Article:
Saturday, 21 November 2009

Four Into One Will Go

Most of the Welsh never wanted devolution. And it is quite clear that no proposal for anything further will come before the Commons while there is breath in the bodies of almost any Labour (or, almost certainly, Lib Dem) MP from Wales. Never mind the 12 to 14 Tories whom the Principality is expected to return next year. Nor would it ever pass the Lords, who would rightly feel perfectly entitled to refuse it Second Reading.

The combined No voters and abstainers outnumbered the Yes voters in Scotland, too. So much for "the settled will", a theory in any case incompatible with the Scottish theory of popular sovereignty: a sovereign will can never be settled. Scottish Labour MPs desperately didn't want devolution, and would scrap it tomorrow if they could, no one more so than the current Prime Minister.

As in Wales, the local communitarian populists of the Lib Dems knew that it would balefully neglect their own rural strongholds, but were trapped by the "federalist" sentimentality of those of their co-partisans who maintain debating clubs in the Home Counties rather than properly functioning political machines; at least one Scottish Lib Dem MP will not suffer the words "West Lothian Question" in his hearing.

The SNP has given up on the constitutional question and become just another pressure group for ever-higher central government spending in Scotland. And even the Tories, by far the most enthusiastic, might come back if Cameron, needing both them and the SNP in a hung Parliament or other tight spot, quietly forgot about "English votes on English laws". They might then stand some chance of winning back those Orange votes that put the BNP almost level with them in Glasgow North East.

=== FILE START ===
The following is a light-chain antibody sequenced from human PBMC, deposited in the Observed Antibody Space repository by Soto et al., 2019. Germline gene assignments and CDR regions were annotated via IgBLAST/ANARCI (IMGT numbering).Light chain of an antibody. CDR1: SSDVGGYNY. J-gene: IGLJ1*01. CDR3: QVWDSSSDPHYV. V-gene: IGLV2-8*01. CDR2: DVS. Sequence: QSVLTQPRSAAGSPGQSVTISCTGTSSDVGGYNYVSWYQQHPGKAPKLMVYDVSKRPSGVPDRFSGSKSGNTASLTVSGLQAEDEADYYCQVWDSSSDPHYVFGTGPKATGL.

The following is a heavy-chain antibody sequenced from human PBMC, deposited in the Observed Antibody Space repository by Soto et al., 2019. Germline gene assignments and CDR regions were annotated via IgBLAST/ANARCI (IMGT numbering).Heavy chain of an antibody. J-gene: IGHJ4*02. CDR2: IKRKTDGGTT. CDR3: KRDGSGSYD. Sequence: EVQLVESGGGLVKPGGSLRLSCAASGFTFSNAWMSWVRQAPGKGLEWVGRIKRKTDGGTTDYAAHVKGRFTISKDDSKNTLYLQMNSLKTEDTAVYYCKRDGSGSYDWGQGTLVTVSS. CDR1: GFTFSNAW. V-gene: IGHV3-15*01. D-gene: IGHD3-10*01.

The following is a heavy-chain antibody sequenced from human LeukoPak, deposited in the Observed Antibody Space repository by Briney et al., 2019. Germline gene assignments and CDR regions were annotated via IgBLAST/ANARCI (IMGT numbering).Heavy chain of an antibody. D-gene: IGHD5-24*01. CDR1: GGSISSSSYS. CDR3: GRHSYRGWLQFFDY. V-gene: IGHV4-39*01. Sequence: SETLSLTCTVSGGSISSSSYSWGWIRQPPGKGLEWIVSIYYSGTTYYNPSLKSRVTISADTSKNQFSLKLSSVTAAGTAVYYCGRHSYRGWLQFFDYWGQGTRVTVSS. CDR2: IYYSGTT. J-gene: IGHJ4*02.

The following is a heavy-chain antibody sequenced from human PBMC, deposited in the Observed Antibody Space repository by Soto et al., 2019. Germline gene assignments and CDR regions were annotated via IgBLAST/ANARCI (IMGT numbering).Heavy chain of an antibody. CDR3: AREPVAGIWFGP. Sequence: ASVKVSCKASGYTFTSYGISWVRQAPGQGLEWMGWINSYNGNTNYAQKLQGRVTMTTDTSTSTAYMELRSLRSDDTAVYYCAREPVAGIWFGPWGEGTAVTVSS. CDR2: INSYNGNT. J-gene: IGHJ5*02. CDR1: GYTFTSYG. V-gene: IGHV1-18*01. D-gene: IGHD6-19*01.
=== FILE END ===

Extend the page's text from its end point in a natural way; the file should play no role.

Speaking of Orange votes, today we learn that the Stormont body on which all the Northern Ireland parties now depend in order to justify their continued existence, but which is not at all hat anyone in the electorate at large really wants, really may not have much longer to last.

There will probably always now be devolved bodies at Holyrood, Cardiff and Stormont. But in ten years' time, they will do almost nothing, indeed they will barely sit. Next to no one will vote for them, and seats will be even harder to fill than, based on many of the people who have turned up in those seats, is manifestly already the case. Westminster will routinely avail itself of its right to legislate in every policy area for every part of the Kingdom. Everyone in practice, not to say most people in principle, will be perfectly happy with that state of affairs.

The only complaint, not without cause, will be about the cost of the life support for essentially defunct institutions. And those complaints will come loudest from within the Labour and Liberal traditions (themselves organisationally re-shaped, as throughout the country) in Scotland and Wales.

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